Carbon saving in a heritage context

CSE initiative explores the options for historic Bath

1 October 2010

Internationally recognised for its beautiful and historic architecture, the City of Bath has even been designated a World Heritage Site. So how does such a city manage to retain its greatest assets – such as the Royal Crescent and the Roman Baths – when it is also being asked to do more and more to cut carbon emissions?

Is there any place for solar panels on an elegant crescent of Georgian housing?

A new project launched recently by CSE in partnership with the Bath Preservation Trust, aims to tackle this dilemma.

Low Carbon Bath, which is supported by Bath & North East Somerset Council, will develop guidance for local people and council officers about how the buildings of Bath can be transformed to radically reduce carbon emissions whilst maintaining its World Heritage status.

CSE’s Rachel Coxcoon developed the initiative which is part of the PlanLoCaL work programme. “The project aims to draw on the knowledge, experience and ideas of the different groups of people within Bath who are rightly proud of their city. We especially want to tap into their knowledge of the area and ideas they might have to make improvements.”

Around half of Britain’s carbon emissions come from buildings, and Bath is no different. But reducing this figure – both to minimise the severity of climate change and in preparation for a future of rising fossil fuel prices – is not easy in a city such as Bath where the buildings are so old and many enjoy a protected status.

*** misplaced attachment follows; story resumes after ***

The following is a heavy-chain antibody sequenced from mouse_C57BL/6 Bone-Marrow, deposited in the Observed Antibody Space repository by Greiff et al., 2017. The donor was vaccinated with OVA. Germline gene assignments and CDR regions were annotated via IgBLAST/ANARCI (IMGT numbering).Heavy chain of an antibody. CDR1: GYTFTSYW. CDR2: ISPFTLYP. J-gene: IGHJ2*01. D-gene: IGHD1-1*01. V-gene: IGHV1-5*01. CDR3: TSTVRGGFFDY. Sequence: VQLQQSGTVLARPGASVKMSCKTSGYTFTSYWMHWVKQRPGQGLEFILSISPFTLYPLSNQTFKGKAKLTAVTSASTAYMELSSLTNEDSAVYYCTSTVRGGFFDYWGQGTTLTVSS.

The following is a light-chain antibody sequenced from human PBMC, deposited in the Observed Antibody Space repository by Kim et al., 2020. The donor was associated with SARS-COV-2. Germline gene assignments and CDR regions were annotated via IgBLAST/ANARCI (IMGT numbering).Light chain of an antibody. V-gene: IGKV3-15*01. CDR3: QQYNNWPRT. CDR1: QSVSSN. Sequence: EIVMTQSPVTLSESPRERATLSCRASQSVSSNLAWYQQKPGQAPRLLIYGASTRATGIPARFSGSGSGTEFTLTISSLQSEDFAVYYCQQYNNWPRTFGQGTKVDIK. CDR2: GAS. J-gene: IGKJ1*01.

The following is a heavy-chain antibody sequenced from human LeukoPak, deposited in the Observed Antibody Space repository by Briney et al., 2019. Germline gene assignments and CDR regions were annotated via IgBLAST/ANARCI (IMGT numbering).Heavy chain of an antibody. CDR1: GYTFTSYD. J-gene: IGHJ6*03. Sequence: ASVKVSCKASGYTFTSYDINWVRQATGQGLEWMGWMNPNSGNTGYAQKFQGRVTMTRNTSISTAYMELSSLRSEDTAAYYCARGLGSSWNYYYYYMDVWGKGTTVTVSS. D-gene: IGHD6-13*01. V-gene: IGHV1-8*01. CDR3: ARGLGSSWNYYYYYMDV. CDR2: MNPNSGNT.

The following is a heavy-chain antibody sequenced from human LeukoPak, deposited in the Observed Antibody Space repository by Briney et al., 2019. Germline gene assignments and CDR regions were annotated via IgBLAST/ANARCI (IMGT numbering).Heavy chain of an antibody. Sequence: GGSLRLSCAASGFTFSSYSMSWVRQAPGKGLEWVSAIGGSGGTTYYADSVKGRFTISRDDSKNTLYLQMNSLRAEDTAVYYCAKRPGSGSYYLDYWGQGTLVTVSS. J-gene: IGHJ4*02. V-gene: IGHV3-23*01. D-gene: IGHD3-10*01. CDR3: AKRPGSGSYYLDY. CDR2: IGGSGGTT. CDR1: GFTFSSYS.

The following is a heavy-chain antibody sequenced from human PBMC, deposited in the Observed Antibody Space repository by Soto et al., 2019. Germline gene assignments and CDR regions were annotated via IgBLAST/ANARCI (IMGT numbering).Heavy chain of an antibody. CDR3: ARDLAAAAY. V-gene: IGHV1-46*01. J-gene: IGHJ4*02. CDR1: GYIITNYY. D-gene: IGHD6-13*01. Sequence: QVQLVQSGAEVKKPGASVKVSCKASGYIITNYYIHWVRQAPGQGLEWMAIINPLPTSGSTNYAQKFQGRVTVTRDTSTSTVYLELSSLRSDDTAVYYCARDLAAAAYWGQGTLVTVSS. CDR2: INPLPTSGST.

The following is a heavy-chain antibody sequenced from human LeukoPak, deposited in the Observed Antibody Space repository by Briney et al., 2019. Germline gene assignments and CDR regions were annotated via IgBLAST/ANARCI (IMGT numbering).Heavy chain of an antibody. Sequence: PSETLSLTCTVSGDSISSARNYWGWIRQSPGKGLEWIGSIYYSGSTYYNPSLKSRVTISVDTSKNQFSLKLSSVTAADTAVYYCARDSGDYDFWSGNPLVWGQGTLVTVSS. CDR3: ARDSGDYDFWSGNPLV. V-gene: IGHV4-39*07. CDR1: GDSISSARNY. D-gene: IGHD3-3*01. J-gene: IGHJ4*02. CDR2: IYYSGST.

A series of focus groups are currently being held, with two sessions for preservation groups and green groups having taken place in September. And an event for developers and landowners takes place later this month.

Then towards the end of October, the residents of Bath will have the opportunity to have their say at a public event. Taking place on Wednesday 27 October at St Swithin’s Church on the Paragon in Bath at 18.30, the event is a chance for anyone with an interest in the future of Bath to contribute to the development of the new guidance. Residents will be able to help lend their vision and know-how on ways Bath can transform its buildings.

National targets mean the UK aims to reduce carbon emissions by 80% by 2050, and Bath is not exempt from this. As part of its new planning framework, Bath & North East Somerset Council has made tackling climate change a key objective.

If you are interested in attending one of the events, email the Bath Preservation Trust on

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